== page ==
The increased consumption and thus market demand for aquaculture products results in the continued growth of aquaculture production, which is the fastest growing agricultural sector. Fish feed contains variable levels of FMFO (Fish Meal and Fish Oil), which originates from capture fisheries and is used as a source of protein and omega-3 fatty acids. Therefore, FMFO is an unsustainable feed ingredient. Microalgae rich in LC-PUFA can serve as a sustainable alternative and even to and improve fish health. The aim of this study was to investigate the use of microalgae as a substitute for FMFO in the diet of a carnivorous fish, the Asian sea bass (Barramundi; Lates calcarifer).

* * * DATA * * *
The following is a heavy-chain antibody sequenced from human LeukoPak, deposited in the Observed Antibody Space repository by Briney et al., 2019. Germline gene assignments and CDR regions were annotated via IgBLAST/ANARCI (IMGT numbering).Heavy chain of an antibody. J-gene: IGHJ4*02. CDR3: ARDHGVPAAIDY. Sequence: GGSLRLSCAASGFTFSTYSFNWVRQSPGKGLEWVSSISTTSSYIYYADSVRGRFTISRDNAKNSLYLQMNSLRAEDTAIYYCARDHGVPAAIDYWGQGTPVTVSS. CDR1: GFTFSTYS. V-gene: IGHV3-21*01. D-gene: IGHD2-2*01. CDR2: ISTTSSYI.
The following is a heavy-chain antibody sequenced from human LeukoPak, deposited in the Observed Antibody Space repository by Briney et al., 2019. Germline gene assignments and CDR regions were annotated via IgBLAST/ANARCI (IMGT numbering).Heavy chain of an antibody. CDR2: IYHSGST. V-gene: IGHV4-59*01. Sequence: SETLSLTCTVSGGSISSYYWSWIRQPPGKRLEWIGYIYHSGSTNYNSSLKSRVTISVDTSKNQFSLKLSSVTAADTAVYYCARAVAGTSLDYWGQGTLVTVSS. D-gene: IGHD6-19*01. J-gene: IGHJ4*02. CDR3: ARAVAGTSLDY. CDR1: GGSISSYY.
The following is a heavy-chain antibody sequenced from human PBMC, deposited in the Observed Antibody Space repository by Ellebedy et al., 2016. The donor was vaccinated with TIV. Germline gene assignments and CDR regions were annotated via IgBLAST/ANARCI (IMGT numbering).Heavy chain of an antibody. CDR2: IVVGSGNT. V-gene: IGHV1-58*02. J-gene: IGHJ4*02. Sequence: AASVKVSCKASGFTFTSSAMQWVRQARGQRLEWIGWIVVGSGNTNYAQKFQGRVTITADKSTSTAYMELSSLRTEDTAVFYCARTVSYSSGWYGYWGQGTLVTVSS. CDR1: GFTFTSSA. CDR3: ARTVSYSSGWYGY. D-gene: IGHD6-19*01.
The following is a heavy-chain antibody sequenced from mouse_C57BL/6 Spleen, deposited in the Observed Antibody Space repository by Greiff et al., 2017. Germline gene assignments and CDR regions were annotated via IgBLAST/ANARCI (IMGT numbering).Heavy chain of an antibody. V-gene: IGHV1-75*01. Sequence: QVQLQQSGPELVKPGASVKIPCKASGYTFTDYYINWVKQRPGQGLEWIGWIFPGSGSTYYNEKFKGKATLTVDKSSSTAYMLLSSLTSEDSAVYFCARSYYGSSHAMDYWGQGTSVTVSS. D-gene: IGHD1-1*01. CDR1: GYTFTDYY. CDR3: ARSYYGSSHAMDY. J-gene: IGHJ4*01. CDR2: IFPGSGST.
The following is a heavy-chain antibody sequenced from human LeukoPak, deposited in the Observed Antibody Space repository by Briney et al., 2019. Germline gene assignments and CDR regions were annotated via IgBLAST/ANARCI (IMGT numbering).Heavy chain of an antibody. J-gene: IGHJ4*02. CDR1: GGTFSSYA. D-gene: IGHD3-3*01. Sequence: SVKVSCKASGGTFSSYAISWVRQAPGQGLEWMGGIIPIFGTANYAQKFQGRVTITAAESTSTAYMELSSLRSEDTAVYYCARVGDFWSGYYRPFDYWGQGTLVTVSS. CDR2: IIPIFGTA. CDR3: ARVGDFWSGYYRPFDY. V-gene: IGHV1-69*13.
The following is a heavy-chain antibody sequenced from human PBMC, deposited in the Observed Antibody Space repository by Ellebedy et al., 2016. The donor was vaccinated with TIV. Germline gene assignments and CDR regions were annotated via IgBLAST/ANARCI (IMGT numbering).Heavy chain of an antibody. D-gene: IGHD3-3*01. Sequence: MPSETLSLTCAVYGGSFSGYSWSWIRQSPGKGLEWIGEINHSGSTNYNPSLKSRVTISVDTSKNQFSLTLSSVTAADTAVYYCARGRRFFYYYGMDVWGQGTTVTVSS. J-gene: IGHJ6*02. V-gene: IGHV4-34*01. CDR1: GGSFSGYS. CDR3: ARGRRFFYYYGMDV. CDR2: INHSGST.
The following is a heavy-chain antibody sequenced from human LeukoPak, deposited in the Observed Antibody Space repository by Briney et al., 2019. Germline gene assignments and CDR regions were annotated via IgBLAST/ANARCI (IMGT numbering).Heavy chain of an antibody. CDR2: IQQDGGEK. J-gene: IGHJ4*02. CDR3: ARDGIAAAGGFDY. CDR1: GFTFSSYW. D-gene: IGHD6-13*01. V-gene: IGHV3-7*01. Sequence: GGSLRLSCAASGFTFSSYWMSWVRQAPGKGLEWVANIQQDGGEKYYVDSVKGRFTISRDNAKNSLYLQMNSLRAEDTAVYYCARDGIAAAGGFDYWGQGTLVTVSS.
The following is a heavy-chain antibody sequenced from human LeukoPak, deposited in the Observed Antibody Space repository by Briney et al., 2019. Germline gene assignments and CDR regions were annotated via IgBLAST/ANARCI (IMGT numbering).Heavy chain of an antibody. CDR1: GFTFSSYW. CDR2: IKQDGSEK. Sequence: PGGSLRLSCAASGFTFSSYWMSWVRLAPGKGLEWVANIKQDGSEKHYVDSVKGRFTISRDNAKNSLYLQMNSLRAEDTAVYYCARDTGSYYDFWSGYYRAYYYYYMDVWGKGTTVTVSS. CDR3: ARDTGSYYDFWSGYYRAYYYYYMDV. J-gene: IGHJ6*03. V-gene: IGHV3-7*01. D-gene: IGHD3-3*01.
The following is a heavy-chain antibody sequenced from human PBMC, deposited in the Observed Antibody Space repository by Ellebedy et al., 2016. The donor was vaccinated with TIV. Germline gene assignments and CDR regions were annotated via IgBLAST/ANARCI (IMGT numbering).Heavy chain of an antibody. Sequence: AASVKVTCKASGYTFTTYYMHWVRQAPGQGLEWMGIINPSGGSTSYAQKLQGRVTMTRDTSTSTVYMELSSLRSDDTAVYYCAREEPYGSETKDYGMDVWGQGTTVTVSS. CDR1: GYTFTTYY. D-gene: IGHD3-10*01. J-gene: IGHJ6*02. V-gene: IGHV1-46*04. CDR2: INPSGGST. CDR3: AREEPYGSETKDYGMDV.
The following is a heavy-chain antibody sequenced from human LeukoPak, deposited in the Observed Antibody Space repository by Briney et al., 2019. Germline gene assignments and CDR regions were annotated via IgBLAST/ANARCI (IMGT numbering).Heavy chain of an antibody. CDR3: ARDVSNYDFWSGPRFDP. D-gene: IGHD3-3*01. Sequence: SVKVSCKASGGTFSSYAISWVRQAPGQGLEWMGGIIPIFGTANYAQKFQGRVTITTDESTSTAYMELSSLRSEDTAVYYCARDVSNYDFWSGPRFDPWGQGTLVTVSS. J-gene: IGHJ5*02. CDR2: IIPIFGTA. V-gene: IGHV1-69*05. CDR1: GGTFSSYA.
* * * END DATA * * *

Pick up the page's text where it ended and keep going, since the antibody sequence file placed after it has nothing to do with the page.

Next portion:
Three different species of microalgae were incorporated into fish diets, including Nanochloropsis oceanica (N), Isochrysis galbana (I) and Porphyridium purpureum (P) with no FMFO. The diets were formulated to maintain constant protein and omega-3 fatty acid contents. These diets were fed to juvenile barramundi for a period of 8 weeks and compared to a commercial control diet. Results revealed better growth and resistance to bacterial challenge in fish fed with microalgae-based diets. Immunostimulation was demonstrated in the algae-fed fish by biochemical and gene expression analyses. These results hold a promise to the development of FMFO-free fish feed for the carnivorous barramundi. The study validates the potential of microalgae, which are primary producers of these high valued fatty acids, as well as protein, in commercial aquaculture nutrition.